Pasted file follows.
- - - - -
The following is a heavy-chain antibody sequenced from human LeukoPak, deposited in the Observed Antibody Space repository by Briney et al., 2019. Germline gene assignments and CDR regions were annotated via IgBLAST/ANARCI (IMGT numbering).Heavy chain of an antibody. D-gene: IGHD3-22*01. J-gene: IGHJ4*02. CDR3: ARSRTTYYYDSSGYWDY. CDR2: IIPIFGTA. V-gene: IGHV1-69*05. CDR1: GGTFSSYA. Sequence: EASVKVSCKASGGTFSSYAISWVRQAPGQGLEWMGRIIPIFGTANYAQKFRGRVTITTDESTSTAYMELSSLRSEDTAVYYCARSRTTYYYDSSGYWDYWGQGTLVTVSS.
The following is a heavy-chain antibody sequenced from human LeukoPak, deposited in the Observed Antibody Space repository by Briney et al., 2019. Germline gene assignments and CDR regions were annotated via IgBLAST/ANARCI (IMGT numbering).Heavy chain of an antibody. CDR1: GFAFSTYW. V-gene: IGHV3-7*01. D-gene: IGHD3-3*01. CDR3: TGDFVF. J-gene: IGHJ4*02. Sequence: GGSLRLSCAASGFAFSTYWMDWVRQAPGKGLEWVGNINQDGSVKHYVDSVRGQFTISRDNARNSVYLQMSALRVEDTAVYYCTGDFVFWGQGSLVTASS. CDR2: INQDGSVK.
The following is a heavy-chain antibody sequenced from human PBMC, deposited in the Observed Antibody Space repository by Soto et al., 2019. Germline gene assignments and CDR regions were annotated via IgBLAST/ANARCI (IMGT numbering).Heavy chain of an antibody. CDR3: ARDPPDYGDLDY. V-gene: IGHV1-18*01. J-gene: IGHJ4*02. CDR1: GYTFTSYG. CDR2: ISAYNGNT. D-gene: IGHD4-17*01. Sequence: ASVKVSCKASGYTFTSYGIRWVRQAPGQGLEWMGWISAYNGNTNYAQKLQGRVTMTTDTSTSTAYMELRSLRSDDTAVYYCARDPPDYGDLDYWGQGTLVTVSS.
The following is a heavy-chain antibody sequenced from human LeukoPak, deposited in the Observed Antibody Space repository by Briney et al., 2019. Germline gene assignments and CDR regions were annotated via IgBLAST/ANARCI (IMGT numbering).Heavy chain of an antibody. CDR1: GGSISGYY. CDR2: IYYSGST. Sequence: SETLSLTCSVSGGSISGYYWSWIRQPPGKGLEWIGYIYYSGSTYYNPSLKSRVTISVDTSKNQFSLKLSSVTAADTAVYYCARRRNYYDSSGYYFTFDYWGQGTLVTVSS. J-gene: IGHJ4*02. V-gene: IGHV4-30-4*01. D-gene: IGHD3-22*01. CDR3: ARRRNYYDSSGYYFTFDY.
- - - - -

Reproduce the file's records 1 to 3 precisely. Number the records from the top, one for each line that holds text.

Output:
The following is a heavy-chain antibody sequenced from human LeukoPak, deposited in the Observed Antibody Space repository by Briney et al., 2019. Germline gene assignments and CDR regions were annotated via IgBLAST/ANARCI (IMGT numbering).Heavy chain of an antibody. D-gene: IGHD3-22*01. J-gene: IGHJ4*02. CDR3: ARSRTTYYYDSSGYWDY. CDR2: IIPIFGTA. V-gene: IGHV1-69*05. CDR1: GGTFSSYA. Sequence: EASVKVSCKASGGTFSSYAISWVRQAPGQGLEWMGRIIPIFGTANYAQKFRGRVTITTDESTSTAYMELSSLRSEDTAVYYCARSRTTYYYDSSGYWDYWGQGTLVTVSS.
The following is a heavy-chain antibody sequenced from human LeukoPak, deposited in the Observed Antibody Space repository by Briney et al., 2019. Germline gene assignments and CDR regions were annotated via IgBLAST/ANARCI (IMGT numbering).Heavy chain of an antibody. CDR1: GFAFSTYW. V-gene: IGHV3-7*01. D-gene: IGHD3-3*01. CDR3: TGDFVF. J-gene: IGHJ4*02. Sequence: GGSLRLSCAASGFAFSTYWMDWVRQAPGKGLEWVGNINQDGSVKHYVDSVRGQFTISRDNARNSVYLQMSALRVEDTAVYYCTGDFVFWGQGSLVTASS. CDR2: INQDGSVK.
The following is a heavy-chain antibody sequenced from human PBMC, deposited in the Observed Antibody Space repository by Soto et al., 2019. Germline gene assignments and CDR regions were annotated via IgBLAST/ANARCI (IMGT numbering).Heavy chain of an antibody. CDR3: ARDPPDYGDLDY. V-gene: IGHV1-18*01. J-gene: IGHJ4*02. CDR1: GYTFTSYG. CDR2: ISAYNGNT. D-gene: IGHD4-17*01. Sequence: ASVKVSCKASGYTFTSYGIRWVRQAPGQGLEWMGWISAYNGNTNYAQKLQGRVTMTTDTSTSTAYMELRSLRSDDTAVYYCARDPPDYGDLDYWGQGTLVTVSS.